For most jobs in most industries, yes, employers can discriminate against potential employees because of their criminal past. This can make it extremely difficult for those with a criminal record to get a job, especially in certain industries or in areas with a very tight labor market.

Many criminal justice reformers have been seeking changes in the way that individuals with a criminal record are treated by potential employers. Most employment applications ask if the applicant has a criminal record, and some employers will use this question as a way to screen potential employees. This procedure has increasingly come under fire as a form of employment discrimination against former inmates which does not take into account how severe their offenses or how long ago the criminal activity occurred.

In recent years, a “ban the box” movement has grown, which seeks to change the hiring process so that ex-cons are no longer required to list their criminal history on a job application. In 2014, California became one of the states that bars public sector employers from asking about a job applicant’s criminal background during the early stages of the hiring process.

Earlier this month, President Obama announced a new executive order to reduce potential discrimination against former convicts in the hiring process for federal government employees. Under the new procedures, starting in 2016, applicants will not be asked about their criminal background initially. Instead, only when the most qualified applicants are sent to a hiring manager will criminal histories be reviewed. According to Obama, this will give those individuals a chance to get their foot in the door of the company, but at the same time does not require the potential employer to completely ignore an applicant’s criminal record.

According to the Justice Department, about 60 to 75 percent of former inmates cannot find work within their first year out of jail. This can be a huge obstacle to re-entering society. Research also shows that when an applicant has a criminal record, the employer’s interest in that applicant is reduced by about 50 percent. When white and black applicants both have criminal records, employers are much less likely to contact a black applicant than a white one.

Every year, over two million people in the United States are incarcerated. Of those, about 600,000 will be released back into society each year. In addition to President Obama’s executive order, he recently announced a number of other programs to help formerly incarcerated individuals re-enter society. The Department of Labor and Department of Justice will partner to establish a National Clean Slate Clearinghouse, which will help with expunging criminal records. Over 30 communities are taking action to expand access to tech training and jobs for people with criminal records.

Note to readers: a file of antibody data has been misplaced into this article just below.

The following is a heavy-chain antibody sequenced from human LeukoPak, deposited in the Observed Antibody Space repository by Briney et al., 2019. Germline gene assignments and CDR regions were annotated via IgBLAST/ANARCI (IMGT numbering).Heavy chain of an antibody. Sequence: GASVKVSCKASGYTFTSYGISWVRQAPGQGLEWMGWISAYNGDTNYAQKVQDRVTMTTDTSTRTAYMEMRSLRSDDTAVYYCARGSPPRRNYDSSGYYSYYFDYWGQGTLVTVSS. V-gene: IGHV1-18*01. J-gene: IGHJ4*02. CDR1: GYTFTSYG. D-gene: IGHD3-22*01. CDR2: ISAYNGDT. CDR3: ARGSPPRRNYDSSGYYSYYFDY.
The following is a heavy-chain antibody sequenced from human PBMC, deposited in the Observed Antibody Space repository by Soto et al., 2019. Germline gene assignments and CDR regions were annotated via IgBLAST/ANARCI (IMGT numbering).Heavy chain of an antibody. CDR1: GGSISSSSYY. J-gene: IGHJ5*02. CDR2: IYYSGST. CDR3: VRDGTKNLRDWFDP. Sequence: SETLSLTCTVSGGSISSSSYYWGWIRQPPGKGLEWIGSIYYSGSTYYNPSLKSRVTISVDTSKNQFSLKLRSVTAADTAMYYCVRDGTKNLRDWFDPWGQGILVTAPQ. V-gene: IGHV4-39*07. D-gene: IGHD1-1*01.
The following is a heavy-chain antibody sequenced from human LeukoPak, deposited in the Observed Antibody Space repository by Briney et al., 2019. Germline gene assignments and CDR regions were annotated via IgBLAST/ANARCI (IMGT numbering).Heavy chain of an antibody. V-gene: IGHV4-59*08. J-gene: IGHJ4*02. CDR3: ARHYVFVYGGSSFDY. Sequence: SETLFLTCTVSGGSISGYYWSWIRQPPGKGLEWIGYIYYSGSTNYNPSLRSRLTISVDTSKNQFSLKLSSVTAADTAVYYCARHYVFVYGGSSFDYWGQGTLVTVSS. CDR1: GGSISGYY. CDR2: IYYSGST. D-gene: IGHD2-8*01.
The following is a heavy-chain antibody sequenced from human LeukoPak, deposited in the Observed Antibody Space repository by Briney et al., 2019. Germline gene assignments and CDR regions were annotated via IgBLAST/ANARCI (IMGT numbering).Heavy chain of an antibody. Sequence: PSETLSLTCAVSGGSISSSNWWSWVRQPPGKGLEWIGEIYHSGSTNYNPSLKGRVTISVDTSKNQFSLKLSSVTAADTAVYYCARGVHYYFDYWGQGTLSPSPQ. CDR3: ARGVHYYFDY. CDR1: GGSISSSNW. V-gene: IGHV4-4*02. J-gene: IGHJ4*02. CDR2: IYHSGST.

Currently it is legal in California for most private sector employers to ask about an employee’s criminal record during the initial stages of the application process, and to reject those candidates if they wish. Public sector employers in California cannot ask about an applicant’s criminal record during the initial phases of the job application process, but can ask later, and can choose not to hire an individual because of that criminal record.

In addition to the difficulties facing individuals with a criminal record in obtaining jobs, it can also be difficult for an employer to know if they should hire someone with a criminal record. It would not be wise, for example, for a taxi company to hire a taxi driver with multiple DUI convictions that occurred recently, or for a preschool to hire a teacher with convictions for child molestation. To ignore an applicant’s criminal history means possibly exposing customers or other employees to harm, as well as potentially facing legal liability.

If you are facing employment law questions surrounding hiring issues in the Oakland – San Francisco area, call Micha Star Liberty, Oakland employment rights attorney, at 510-645-1000 or 415-896-1000. She can help answer your legal questions. Call today to learn more.

Organizations & Awards

  • Top Alameda Employment Lawyers

Our Address & Phone

1999 Harrison Street, Suite 1800
Oakland, CA 94612-4700

Oakland (510) 645-1000
San Francisco (415) 896-1000